02:53pm Friday 18 August 2017

Cancer cells put the brakes on immune system

In order for cancer cells to successfully spread and multiply, they must find a way to avoid the body’s own immune system. Scientists at the German Cancer Research Center (DKFZ) have published an explanation for how this occurs with chronic lymphatic leukemia (CLL). The degenerated cells cause an inflammatory reaction and influence other blood cells with it so much, that the immune system is suppressed. They send out messages via exosomes, little bubbles, which the cells transmit to their surroundings. The discovery by the DKFZ scientists paves the way for new therapy approaches.

Macrophage after treatment with green colored exosomes (blue nucleus, red: cytoskeleton) © DKFZ

Tumor cells influence their environment in order to avoid an immune response and to facilitate favorable conditions for growth. It has been known for a long time that solid tumors, those which grow as solid tissue inside an organ, manipulate macrophages, the ‘big eater’ cells of the immune system, for their own purposes. “Recently, we have seen more and more evidence that something similar must be happening in leukemia”, says Martina Seiffert of the German Cancer Research Center in Heidelberg. So leukemia cells, acquired by the patient through CLL, could only survive in a culture cell if it also contains macrophages or monocytes, the precursors of the ‘big eaters’. They serve as a form of nourishment for cancer cells.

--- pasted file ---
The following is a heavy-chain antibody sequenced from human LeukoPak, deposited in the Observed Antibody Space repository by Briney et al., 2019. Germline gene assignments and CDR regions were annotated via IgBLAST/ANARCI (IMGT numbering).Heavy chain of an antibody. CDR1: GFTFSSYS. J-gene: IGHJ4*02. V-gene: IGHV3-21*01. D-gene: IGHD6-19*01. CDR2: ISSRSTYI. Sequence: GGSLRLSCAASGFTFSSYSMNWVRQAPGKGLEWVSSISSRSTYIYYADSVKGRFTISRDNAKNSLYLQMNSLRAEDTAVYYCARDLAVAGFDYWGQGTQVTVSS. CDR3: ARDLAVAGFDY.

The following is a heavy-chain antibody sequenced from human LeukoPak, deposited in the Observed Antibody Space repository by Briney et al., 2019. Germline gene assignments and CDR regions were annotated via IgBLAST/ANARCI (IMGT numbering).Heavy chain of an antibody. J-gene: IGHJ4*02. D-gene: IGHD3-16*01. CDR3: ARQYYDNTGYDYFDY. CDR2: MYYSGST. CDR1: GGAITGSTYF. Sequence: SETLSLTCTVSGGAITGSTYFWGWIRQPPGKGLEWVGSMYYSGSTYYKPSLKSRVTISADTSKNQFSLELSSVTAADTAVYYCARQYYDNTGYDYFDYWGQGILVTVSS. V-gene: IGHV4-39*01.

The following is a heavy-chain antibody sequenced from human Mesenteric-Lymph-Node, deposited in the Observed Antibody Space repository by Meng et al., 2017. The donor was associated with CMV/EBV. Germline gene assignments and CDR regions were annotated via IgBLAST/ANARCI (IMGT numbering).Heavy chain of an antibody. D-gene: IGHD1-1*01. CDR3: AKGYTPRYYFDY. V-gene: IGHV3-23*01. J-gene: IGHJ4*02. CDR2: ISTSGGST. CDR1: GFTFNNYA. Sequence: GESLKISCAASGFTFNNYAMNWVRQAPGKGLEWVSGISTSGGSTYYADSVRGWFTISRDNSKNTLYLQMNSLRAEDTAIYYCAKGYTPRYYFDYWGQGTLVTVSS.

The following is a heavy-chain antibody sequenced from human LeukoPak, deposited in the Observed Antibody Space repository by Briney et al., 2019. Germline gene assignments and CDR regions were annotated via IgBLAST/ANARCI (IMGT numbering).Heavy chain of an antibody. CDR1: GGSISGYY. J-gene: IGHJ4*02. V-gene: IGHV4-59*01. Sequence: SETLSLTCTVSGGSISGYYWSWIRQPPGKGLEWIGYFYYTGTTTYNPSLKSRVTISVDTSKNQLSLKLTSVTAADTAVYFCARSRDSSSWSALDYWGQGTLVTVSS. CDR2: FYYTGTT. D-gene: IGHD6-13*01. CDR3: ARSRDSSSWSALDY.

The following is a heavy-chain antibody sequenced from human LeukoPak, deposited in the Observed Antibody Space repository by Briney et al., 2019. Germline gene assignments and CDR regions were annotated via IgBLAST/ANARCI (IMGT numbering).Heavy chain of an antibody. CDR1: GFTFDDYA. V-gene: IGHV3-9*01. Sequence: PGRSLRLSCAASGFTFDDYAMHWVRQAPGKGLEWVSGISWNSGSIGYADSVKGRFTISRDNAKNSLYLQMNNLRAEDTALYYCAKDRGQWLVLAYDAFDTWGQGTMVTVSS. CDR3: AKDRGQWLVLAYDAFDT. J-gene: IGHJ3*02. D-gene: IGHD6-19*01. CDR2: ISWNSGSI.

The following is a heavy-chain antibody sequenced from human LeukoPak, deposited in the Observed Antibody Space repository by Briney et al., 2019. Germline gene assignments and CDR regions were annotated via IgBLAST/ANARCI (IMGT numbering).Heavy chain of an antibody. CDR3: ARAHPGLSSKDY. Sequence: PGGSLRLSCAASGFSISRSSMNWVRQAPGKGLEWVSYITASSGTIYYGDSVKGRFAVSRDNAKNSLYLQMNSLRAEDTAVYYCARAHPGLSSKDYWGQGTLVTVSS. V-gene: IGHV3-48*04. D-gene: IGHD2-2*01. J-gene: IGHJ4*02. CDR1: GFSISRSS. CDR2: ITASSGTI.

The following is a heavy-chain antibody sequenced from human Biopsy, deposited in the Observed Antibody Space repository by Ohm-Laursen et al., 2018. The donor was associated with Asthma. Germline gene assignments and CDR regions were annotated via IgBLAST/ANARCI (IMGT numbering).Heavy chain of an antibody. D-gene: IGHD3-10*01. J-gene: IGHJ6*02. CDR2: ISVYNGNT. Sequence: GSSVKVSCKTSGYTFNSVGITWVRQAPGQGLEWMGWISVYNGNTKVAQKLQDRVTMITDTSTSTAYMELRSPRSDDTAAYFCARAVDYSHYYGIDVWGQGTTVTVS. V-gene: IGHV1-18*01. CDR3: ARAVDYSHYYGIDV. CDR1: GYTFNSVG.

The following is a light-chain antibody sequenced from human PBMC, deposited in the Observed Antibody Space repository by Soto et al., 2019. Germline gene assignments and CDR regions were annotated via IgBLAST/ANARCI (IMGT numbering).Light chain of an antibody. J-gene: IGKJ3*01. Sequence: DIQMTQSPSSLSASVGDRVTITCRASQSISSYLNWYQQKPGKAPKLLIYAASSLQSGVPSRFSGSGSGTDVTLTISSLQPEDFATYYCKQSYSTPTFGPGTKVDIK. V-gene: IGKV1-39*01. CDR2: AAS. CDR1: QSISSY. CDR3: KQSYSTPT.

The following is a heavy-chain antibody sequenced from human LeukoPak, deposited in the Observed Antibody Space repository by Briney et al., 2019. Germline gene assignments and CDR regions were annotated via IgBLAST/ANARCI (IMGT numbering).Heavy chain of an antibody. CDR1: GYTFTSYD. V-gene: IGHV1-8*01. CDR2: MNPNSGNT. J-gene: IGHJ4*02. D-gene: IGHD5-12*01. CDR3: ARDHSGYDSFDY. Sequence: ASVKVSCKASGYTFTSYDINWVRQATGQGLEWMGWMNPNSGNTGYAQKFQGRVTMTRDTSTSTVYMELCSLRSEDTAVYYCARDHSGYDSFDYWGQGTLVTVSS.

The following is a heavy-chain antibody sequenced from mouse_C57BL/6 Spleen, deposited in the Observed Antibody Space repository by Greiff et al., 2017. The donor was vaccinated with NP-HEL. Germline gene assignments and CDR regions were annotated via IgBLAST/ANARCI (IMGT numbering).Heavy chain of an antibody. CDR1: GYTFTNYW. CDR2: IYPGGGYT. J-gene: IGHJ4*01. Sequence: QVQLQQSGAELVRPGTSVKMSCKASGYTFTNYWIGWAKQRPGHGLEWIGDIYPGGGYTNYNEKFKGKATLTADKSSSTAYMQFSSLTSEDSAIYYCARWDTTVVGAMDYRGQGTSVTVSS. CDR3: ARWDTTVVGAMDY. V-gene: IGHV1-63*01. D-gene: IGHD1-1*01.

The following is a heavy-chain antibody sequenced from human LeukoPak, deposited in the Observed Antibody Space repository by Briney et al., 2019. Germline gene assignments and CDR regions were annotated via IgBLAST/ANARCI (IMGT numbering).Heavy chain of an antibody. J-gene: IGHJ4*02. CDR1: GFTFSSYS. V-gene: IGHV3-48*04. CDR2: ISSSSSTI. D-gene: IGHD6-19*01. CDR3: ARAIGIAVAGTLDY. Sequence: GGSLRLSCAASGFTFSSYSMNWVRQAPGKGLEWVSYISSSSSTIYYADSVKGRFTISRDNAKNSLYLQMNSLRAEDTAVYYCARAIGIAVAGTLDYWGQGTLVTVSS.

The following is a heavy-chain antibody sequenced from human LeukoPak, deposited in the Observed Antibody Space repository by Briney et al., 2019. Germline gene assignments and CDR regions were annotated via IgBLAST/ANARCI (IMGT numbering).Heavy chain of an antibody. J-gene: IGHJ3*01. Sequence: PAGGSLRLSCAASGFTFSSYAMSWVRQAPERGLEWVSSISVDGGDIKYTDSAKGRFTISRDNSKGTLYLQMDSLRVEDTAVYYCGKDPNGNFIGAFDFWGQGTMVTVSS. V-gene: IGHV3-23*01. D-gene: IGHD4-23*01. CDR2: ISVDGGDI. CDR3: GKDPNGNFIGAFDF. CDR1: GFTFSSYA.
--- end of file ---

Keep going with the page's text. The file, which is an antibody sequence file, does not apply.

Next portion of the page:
Seiffert’s team has now discovered how the interplay between leukemia cells and monocytes becomes a catalyst for cancer development. “We know that the so-called PD-L1 receptor occurs more frequently on the surface of these nourishing cells, and suppresses the immune response”, says Seiffert. “What we have here is a so-called immune checkpoint, which prevents excessive immune responses.” In this case, however, the immune response is suppressed so much that the cancer cells can multiply unopposed. In addition, the monocytes send out semiochemicals, which belong to the inflammation response of the immune system and support the growth and multiplication of the cancer cells.